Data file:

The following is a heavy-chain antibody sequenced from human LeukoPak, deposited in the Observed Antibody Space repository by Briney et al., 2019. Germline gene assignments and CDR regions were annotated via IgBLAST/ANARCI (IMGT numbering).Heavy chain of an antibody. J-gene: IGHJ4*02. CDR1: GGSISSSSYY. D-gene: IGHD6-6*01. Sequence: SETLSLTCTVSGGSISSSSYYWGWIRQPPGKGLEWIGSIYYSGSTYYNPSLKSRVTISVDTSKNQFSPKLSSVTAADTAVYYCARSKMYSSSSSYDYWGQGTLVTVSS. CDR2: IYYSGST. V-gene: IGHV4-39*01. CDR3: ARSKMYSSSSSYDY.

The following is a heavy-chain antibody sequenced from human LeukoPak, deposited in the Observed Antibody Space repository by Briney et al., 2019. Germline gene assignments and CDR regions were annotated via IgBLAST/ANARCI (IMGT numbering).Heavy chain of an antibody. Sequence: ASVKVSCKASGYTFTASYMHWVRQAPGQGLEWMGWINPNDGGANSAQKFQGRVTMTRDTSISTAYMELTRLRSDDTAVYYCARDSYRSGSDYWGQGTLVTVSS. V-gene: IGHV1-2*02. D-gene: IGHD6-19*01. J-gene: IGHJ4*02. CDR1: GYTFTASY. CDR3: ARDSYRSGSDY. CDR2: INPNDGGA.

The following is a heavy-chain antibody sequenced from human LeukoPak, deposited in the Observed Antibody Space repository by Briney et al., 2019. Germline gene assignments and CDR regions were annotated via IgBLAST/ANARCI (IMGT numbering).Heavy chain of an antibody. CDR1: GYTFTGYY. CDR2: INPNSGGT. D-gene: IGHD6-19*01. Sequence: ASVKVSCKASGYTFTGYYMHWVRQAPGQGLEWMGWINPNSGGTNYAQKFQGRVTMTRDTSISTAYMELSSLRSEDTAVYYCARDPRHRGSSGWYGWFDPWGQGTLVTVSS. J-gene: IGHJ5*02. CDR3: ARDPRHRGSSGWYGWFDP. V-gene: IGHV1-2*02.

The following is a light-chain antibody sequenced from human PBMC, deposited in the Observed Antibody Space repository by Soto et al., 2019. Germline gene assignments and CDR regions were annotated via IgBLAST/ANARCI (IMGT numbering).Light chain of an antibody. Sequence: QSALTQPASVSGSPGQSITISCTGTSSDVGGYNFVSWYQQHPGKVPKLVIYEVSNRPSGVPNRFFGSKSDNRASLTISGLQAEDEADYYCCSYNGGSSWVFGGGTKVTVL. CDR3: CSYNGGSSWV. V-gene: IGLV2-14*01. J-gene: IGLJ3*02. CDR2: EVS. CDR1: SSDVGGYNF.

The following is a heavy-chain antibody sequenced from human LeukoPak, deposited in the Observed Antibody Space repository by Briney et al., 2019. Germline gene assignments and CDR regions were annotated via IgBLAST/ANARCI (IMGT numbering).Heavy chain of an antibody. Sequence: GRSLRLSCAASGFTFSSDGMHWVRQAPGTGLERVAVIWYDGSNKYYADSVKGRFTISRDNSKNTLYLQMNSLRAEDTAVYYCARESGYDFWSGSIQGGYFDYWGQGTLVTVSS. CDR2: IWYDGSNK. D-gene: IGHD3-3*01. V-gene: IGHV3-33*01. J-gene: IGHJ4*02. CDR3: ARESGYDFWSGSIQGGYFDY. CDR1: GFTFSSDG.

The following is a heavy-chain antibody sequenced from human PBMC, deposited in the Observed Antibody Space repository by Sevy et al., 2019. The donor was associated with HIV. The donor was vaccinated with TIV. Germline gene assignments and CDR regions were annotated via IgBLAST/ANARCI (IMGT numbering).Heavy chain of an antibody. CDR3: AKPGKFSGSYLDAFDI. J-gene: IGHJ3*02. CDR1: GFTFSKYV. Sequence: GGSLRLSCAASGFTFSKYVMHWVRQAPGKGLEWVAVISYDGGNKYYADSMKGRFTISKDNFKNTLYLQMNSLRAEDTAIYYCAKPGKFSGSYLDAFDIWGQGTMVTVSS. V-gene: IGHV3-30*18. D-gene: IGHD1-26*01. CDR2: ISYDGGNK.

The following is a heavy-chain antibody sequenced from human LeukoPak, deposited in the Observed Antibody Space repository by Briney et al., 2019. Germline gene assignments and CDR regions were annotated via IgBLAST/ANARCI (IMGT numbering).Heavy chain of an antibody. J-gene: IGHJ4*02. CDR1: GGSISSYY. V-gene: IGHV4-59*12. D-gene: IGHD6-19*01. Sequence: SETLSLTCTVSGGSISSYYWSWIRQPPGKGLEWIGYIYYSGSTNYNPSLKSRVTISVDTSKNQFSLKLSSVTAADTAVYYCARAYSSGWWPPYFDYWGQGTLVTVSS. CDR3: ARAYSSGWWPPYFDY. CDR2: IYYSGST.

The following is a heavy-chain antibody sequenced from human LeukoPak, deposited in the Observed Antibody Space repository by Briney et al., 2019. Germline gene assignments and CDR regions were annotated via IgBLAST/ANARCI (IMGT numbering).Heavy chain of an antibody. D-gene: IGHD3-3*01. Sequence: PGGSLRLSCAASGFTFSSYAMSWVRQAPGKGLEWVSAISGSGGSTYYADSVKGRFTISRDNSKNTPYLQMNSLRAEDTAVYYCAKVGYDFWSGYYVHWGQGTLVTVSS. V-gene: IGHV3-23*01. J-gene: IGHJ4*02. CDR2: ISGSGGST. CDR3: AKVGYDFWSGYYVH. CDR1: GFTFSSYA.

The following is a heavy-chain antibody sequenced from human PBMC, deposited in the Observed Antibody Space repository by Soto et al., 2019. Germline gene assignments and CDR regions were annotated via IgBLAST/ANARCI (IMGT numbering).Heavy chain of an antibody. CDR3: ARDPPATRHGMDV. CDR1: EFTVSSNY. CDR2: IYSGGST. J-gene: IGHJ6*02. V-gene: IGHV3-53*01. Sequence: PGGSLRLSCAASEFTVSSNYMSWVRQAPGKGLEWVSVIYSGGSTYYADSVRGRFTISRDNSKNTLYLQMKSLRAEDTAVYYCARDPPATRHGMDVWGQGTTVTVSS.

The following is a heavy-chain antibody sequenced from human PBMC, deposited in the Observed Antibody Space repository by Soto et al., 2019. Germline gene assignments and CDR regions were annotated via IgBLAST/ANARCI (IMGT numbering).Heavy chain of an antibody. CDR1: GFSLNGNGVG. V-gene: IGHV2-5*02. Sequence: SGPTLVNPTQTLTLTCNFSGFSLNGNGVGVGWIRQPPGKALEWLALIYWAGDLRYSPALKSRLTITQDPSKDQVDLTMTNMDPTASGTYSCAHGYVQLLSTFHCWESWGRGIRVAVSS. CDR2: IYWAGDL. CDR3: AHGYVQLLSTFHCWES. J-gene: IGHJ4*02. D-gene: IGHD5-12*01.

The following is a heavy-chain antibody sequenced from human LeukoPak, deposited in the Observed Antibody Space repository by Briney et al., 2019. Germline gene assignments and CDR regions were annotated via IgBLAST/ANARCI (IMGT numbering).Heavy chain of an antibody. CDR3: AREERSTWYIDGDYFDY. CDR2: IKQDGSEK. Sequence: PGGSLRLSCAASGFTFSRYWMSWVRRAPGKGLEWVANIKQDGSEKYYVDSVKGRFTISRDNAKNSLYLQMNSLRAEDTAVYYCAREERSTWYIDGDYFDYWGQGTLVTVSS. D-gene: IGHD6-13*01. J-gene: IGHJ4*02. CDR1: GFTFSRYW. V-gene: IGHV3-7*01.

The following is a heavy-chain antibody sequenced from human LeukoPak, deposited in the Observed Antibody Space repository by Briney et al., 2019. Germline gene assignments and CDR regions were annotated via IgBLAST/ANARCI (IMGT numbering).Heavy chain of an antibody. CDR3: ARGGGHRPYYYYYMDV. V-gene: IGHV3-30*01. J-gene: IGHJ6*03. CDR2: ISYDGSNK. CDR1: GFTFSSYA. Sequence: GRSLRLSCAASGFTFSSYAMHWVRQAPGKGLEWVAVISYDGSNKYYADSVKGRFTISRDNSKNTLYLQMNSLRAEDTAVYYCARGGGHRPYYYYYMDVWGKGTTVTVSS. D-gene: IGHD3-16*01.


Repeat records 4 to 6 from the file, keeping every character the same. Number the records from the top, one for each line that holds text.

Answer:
The following is a light-chain antibody sequenced from human PBMC, deposited in the Observed Antibody Space repository by Soto et al., 2019. Germline gene assignments and CDR regions were annotated via IgBLAST/ANARCI (IMGT numbering).Light chain of an antibody. Sequence: QSALTQPASVSGSPGQSITISCTGTSSDVGGYNFVSWYQQHPGKVPKLVIYEVSNRPSGVPNRFFGSKSDNRASLTISGLQAEDEADYYCCSYNGGSSWVFGGGTKVTVL. CDR3: CSYNGGSSWV. V-gene: IGLV2-14*01. J-gene: IGLJ3*02. CDR2: EVS. CDR1: SSDVGGYNF.

The following is a heavy-chain antibody sequenced from human LeukoPak, deposited in the Observed Antibody Space repository by Briney et al., 2019. Germline gene assignments and CDR regions were annotated via IgBLAST/ANARCI (IMGT numbering).Heavy chain of an antibody. Sequence: GRSLRLSCAASGFTFSSDGMHWVRQAPGTGLERVAVIWYDGSNKYYADSVKGRFTISRDNSKNTLYLQMNSLRAEDTAVYYCARESGYDFWSGSIQGGYFDYWGQGTLVTVSS. CDR2: IWYDGSNK. D-gene: IGHD3-3*01. V-gene: IGHV3-33*01. J-gene: IGHJ4*02. CDR3: ARESGYDFWSGSIQGGYFDY. CDR1: GFTFSSDG.

The following is a heavy-chain antibody sequenced from human PBMC, deposited in the Observed Antibody Space repository by Sevy et al., 2019. The donor was associated with HIV. The donor was vaccinated with TIV. Germline gene assignments and CDR regions were annotated via IgBLAST/ANARCI (IMGT numbering).Heavy chain of an antibody. CDR3: AKPGKFSGSYLDAFDI. J-gene: IGHJ3*02. CDR1: GFTFSKYV. Sequence: GGSLRLSCAASGFTFSKYVMHWVRQAPGKGLEWVAVISYDGGNKYYADSMKGRFTISKDNFKNTLYLQMNSLRAEDTAIYYCAKPGKFSGSYLDAFDIWGQGTMVTVSS. V-gene: IGHV3-30*18. D-gene: IGHD1-26*01. CDR2: ISYDGGNK.